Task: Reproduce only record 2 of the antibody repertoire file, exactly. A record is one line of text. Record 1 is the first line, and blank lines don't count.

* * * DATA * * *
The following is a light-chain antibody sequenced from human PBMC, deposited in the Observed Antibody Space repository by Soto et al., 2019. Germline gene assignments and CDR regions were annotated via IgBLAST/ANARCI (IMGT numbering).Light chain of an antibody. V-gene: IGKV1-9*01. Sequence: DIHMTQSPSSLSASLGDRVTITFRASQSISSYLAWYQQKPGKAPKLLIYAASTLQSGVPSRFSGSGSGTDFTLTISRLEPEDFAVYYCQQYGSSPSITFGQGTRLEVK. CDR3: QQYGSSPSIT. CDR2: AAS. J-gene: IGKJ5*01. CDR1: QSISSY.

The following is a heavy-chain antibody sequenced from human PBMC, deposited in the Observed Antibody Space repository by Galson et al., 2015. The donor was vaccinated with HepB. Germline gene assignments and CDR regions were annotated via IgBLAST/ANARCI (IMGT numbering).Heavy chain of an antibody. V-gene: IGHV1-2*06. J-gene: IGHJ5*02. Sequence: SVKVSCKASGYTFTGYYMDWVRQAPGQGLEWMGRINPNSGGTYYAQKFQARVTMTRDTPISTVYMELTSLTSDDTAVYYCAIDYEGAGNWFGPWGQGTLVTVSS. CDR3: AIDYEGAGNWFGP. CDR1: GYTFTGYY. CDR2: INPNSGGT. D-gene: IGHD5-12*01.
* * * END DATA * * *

The following is a heavy-chain antibody sequenced from human PBMC, deposited in the Observed Antibody Space repository by Galson et al., 2015. The donor was vaccinated with HepB. Germline gene assignments and CDR regions were annotated via IgBLAST/ANARCI (IMGT numbering).Heavy chain of an antibody. V-gene: IGHV1-2*06. J-gene: IGHJ5*02. Sequence: SVKVSCKASGYTFTGYYMDWVRQAPGQGLEWMGRINPNSGGTYYAQKFQARVTMTRDTPISTVYMELTSLTSDDTAVYYCAIDYEGAGNWFGPWGQGTLVTVSS. CDR3: AIDYEGAGNWFGP. CDR1: GYTFTGYY. CDR2: INPNSGGT. D-gene: IGHD5-12*01.